A North Carolina-style bathroom bill has cleared a first vote in Texas after 13 consecutive hours of public comment dominated by transgender-rights supporters who scolded the measure.
A Senate committee early Wednesday advanced the proposal that would require people to use public bathrooms that correspond with the sex on their birth certificate. The bill has drawn backlash from big businesses including Google and the NFL.
The 7-1 vote came nearly 21 hours after the start of the hearing that packed the Texas Capitol. Parents of transgender schoolchildren were among more than 400 people who signed up to give often emotional testimony.
The turnout created a scene that rivaled the intensity and emotion of a vote last month over a ban on so-called “sanctuary cities” that don’t cooperate with federal immigration officials. But whereas that divisive proposal passed over occasional protests in the Senate gallery, lawmakers discussing the bill in committee this time gathered in a smaller room that made for easier crowd control.
The bill would require transgender people to use public bathrooms that correspond with the sex on their birth certificate. But unlike in North Carolina, where the law known as HB2 passed a year ago with broad Republican support, the Texas bill has split conservatives and faces a tougher road. Republicans pushing the bill say they’re trying to protect women’s privacy in bathrooms.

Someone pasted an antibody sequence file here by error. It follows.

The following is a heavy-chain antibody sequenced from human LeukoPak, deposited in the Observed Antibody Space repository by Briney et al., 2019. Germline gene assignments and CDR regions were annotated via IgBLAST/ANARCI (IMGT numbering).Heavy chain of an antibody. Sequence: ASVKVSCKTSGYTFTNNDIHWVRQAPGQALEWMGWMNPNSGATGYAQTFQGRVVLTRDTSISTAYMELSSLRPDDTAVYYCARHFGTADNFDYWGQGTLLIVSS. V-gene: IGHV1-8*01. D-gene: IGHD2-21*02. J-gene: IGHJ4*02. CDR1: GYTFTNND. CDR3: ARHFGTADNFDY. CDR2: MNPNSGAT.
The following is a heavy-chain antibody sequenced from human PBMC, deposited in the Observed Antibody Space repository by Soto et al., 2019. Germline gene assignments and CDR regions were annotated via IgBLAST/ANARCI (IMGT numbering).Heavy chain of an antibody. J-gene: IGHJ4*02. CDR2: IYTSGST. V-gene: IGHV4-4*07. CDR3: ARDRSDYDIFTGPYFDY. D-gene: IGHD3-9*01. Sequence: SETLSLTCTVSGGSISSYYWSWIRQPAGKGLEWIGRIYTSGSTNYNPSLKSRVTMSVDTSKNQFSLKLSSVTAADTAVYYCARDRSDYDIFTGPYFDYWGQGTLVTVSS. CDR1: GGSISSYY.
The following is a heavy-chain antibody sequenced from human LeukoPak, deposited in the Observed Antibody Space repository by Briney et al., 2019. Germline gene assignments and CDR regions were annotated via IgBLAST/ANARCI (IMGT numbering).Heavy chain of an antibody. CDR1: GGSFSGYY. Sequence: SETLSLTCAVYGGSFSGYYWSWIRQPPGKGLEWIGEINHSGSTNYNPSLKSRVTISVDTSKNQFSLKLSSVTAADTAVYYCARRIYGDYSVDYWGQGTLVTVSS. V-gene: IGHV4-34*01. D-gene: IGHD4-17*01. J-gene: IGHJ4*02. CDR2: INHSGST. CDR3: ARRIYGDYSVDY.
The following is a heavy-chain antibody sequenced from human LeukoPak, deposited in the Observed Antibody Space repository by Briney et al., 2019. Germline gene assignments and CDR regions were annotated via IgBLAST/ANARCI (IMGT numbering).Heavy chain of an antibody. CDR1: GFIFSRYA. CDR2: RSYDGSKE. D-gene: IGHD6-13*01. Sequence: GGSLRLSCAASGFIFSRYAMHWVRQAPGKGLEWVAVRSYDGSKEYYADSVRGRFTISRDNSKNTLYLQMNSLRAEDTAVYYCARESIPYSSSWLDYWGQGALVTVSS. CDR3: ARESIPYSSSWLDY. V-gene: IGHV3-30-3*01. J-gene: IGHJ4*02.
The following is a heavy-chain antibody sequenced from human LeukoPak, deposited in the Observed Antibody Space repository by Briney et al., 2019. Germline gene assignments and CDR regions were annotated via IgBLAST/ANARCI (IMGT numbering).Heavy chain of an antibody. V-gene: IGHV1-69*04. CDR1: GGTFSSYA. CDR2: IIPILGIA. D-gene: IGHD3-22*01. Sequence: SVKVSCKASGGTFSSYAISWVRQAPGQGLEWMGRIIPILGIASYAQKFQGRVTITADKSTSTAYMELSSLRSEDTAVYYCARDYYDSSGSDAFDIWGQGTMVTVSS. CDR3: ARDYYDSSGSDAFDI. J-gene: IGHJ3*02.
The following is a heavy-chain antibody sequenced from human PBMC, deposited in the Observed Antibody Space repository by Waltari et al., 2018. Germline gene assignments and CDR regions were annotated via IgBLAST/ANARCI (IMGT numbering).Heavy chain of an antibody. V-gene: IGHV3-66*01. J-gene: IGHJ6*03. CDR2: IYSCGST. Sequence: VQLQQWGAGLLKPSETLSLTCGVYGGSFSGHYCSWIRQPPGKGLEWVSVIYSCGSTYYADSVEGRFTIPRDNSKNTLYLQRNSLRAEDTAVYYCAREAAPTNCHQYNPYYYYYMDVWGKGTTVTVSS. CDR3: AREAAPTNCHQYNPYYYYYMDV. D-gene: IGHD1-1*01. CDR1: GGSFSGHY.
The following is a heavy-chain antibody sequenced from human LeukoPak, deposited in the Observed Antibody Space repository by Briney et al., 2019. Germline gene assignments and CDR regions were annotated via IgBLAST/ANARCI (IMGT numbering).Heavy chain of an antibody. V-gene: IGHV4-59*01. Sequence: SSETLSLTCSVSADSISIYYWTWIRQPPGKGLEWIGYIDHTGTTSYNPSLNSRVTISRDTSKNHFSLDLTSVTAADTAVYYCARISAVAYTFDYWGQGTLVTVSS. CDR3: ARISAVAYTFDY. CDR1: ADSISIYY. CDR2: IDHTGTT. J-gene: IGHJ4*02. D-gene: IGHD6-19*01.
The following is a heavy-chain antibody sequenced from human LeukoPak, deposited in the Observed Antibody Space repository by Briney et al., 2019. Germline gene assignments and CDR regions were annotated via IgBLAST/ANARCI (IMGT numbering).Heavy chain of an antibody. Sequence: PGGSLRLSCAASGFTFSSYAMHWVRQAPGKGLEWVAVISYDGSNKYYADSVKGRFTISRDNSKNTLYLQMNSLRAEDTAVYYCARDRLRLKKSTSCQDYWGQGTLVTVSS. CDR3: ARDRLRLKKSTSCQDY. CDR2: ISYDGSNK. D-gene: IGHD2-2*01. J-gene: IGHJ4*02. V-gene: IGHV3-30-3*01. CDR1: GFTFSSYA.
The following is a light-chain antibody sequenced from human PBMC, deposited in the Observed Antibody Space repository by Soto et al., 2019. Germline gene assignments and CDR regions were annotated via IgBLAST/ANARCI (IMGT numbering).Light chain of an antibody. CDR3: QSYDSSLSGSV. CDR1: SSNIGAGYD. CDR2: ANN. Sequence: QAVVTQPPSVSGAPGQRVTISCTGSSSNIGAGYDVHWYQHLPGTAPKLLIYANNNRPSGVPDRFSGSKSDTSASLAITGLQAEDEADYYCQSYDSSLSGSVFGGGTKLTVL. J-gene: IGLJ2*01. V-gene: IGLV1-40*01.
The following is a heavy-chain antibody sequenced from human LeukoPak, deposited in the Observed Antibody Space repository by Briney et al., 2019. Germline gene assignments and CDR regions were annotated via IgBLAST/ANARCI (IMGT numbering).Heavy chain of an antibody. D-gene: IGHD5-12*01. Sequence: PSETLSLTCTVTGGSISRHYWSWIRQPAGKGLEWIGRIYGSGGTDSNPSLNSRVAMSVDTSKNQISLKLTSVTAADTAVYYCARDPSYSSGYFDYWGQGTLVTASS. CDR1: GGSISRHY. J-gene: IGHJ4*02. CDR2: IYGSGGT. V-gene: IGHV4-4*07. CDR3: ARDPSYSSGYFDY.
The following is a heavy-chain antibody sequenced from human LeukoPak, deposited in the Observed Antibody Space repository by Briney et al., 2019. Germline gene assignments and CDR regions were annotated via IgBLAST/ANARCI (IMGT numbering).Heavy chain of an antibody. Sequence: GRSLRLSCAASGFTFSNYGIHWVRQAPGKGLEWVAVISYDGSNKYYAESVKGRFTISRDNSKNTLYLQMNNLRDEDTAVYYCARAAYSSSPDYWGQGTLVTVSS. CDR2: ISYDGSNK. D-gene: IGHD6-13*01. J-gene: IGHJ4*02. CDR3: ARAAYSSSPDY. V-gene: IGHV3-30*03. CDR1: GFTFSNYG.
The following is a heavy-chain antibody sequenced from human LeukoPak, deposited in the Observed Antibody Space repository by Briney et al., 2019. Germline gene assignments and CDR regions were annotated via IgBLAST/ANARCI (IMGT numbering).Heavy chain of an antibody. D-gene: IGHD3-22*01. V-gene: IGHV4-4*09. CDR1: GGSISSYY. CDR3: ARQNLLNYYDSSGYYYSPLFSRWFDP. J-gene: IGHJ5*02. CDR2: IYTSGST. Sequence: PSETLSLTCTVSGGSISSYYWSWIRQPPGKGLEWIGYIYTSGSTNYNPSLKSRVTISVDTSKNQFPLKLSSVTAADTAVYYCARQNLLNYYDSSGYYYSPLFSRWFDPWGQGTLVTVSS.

Large numbers of bill supporters also turned out in droves and waited throughout the day and evening to tell lawmakers why they support it. Among them was the superintendent of a tiny Texas school district that sued last year over former President Barack Obama’s attempts to strengthen transgender rights in public schools nationwide. President Donald Trump has since rescinded those school orders.
The sheer turnout stretched the meeting for hours but the bill’s clearing the committee was a near certainty. Still, Republican House Speaker Joe Straus again made clear he has little appetite for the bill even if it does clear the Senate and, on top of that, Republican Gov. Greg Abbott hasn’t given a public endorsement.
“They have their agenda, we have ours,” Straus said Tuesday.
The proposal now goes to the full Senate but faces resistance in the House.